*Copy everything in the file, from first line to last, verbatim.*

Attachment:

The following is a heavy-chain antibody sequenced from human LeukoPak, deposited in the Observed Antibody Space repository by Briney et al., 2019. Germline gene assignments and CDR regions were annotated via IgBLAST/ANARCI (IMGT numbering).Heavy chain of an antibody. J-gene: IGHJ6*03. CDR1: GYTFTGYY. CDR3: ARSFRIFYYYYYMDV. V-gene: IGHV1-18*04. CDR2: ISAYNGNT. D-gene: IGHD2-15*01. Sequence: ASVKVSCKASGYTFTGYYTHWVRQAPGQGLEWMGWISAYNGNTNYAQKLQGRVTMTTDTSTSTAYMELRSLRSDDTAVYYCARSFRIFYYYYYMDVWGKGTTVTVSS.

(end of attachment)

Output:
The following is a heavy-chain antibody sequenced from human LeukoPak, deposited in the Observed Antibody Space repository by Briney et al., 2019. Germline gene assignments and CDR regions were annotated via IgBLAST/ANARCI (IMGT numbering).Heavy chain of an antibody. J-gene: IGHJ6*03. CDR1: GYTFTGYY. CDR3: ARSFRIFYYYYYMDV. V-gene: IGHV1-18*04. CDR2: ISAYNGNT. D-gene: IGHD2-15*01. Sequence: ASVKVSCKASGYTFTGYYTHWVRQAPGQGLEWMGWISAYNGNTNYAQKLQGRVTMTTDTSTSTAYMELRSLRSDDTAVYYCARSFRIFYYYYYMDVWGKGTTVTVSS.